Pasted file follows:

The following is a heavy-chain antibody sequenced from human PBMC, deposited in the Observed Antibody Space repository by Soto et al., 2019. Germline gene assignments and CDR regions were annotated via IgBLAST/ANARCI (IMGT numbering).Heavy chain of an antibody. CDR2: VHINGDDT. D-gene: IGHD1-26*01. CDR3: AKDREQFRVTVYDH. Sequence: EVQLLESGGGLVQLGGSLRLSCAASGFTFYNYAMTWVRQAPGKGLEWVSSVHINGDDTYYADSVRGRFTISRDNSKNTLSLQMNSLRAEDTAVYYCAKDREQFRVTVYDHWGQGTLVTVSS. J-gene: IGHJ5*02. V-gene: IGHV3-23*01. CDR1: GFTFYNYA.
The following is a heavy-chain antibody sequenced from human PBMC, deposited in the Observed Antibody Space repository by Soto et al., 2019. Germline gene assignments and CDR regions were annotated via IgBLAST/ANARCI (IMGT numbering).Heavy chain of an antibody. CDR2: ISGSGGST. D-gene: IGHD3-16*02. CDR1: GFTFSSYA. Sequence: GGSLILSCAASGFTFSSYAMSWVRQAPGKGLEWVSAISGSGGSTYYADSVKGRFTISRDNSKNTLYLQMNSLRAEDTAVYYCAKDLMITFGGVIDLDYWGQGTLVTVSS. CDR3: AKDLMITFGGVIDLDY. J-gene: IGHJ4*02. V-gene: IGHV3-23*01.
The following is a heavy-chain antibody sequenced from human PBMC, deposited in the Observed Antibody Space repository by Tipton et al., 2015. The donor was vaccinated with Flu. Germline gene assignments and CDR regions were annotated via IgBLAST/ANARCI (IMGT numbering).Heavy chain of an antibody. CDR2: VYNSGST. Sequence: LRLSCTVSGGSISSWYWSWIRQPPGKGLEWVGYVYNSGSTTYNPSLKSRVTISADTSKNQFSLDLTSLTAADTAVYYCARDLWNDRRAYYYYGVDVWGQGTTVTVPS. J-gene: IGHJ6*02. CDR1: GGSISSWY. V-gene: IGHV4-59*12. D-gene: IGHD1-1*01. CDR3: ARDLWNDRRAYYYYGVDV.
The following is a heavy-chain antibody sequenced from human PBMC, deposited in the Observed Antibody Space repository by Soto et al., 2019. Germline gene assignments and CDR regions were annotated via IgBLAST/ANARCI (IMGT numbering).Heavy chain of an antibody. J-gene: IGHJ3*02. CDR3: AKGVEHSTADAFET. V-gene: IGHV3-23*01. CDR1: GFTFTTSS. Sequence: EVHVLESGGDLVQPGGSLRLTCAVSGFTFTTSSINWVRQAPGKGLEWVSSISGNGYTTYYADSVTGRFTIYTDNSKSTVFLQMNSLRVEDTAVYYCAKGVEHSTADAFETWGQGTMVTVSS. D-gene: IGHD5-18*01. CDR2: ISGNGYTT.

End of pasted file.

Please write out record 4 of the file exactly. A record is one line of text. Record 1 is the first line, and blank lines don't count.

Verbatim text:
The following is a heavy-chain antibody sequenced from human PBMC, deposited in the Observed Antibody Space repository by Soto et al., 2019. Germline gene assignments and CDR regions were annotated via IgBLAST/ANARCI (IMGT numbering).Heavy chain of an antibody. J-gene: IGHJ3*02. CDR3: AKGVEHSTADAFET. V-gene: IGHV3-23*01. CDR1: GFTFTTSS. Sequence: EVHVLESGGDLVQPGGSLRLTCAVSGFTFTTSSINWVRQAPGKGLEWVSSISGNGYTTYYADSVTGRFTIYTDNSKSTVFLQMNSLRVEDTAVYYCAKGVEHSTADAFETWGQGTMVTVSS. D-gene: IGHD5-18*01. CDR2: ISGNGYTT.